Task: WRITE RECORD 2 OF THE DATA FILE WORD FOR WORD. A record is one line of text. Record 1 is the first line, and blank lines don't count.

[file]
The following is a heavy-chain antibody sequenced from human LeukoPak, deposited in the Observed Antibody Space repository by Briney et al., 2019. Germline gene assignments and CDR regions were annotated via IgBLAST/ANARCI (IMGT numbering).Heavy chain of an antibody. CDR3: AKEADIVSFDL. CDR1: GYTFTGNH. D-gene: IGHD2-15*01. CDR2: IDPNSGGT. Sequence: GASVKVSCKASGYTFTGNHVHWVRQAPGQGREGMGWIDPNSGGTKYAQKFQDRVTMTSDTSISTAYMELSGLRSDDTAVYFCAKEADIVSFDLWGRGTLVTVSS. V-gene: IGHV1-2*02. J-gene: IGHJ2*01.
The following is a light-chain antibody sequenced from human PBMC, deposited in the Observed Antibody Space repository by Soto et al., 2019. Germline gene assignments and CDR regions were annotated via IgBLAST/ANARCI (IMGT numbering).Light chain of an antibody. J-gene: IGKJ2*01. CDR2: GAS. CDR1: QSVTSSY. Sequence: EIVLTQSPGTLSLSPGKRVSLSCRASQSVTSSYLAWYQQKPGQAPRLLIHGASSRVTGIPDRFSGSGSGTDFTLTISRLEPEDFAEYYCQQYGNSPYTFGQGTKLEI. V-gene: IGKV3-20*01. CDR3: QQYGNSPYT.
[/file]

The following is a light-chain antibody sequenced from human PBMC, deposited in the Observed Antibody Space repository by Soto et al., 2019. Germline gene assignments and CDR regions were annotated via IgBLAST/ANARCI (IMGT numbering).Light chain of an antibody. J-gene: IGKJ2*01. CDR2: GAS. CDR1: QSVTSSY. Sequence: EIVLTQSPGTLSLSPGKRVSLSCRASQSVTSSYLAWYQQKPGQAPRLLIHGASSRVTGIPDRFSGSGSGTDFTLTISRLEPEDFAEYYCQQYGNSPYTFGQGTKLEI. V-gene: IGKV3-20*01. CDR3: QQYGNSPYT.